Today at work, one of my coworkers asked me some of the financial information that I am previewed to, but I’m not allowed to disclose. I could have easily dismissed the request because I am not able to open that information – but I didn’t supply them with the information either (since I don’t have the authority to reveal this information).
I commended her curiosity and her willingness to grow within our company. It’s easy for someone in a position of power to dismiss, disregard, and even neglect the requests of those “below” them. There are many issues with the corporate ladder and that’s why I believe it’s continually evolving.
One of the reasons I am able to be in the position that I am today is that I’m constantly asking questions. I ask questions that don’t pertain directly to my tasks, but I’m always seeking more knowledge and information. I’m not trying to brag, but when you display a willingness to learn, others will recognize you for it… Of course, not everyone will recognize it, but someone will.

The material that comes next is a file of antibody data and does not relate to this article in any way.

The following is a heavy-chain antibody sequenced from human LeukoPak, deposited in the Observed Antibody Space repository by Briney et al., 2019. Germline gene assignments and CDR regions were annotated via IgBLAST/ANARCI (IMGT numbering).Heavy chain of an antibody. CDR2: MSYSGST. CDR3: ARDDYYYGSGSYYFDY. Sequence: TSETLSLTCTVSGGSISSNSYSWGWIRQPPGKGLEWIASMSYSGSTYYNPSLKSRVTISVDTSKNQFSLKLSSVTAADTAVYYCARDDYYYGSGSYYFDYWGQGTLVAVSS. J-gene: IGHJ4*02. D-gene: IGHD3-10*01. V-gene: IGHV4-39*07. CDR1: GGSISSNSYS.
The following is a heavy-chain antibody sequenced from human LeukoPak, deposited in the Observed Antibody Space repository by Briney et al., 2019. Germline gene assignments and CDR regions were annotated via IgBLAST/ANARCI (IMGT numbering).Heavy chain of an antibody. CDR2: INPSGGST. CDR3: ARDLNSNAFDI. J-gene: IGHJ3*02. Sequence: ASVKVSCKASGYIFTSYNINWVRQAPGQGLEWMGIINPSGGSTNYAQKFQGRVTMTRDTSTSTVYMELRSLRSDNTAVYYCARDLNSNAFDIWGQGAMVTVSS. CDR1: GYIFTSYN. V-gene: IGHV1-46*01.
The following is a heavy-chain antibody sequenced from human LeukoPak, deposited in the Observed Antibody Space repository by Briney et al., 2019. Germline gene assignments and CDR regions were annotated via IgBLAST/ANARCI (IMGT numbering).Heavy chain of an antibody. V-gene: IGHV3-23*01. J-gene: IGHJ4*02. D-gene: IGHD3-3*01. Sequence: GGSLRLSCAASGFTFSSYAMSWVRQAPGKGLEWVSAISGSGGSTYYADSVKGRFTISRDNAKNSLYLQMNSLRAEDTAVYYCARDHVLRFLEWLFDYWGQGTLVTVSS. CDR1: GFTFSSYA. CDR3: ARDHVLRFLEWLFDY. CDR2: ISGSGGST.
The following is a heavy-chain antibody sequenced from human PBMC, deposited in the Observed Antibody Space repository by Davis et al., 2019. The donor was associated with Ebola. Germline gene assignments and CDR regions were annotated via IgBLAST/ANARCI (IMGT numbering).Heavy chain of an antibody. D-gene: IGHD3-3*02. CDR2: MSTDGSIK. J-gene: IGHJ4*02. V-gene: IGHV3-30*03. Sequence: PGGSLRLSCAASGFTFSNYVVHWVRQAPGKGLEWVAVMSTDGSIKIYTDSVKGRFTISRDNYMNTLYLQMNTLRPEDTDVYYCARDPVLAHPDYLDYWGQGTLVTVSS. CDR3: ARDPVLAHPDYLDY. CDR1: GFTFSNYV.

With that said, you need the correct motivation and you need to be very careful with how you ask your questions. Phrasing can make or break your request. Let’s see two radical examples:
- Is there any way I can be previewed to profit margins? I realize I may not be privileged to this information, but I would like to continue the growth in our company and I think it will significantly assist me to understand where our company stands and analyze what weaknesses we can grow.
- Can I see how much our company makes? I do so much work and I’m not getting compensated my fair share.
No one in their right mind will arrogantly declare the second scenario, but this example should give you a sense of how important it is to phrase things. It is important to ask questions because it expresses interest. You should continually foster exploration in your company.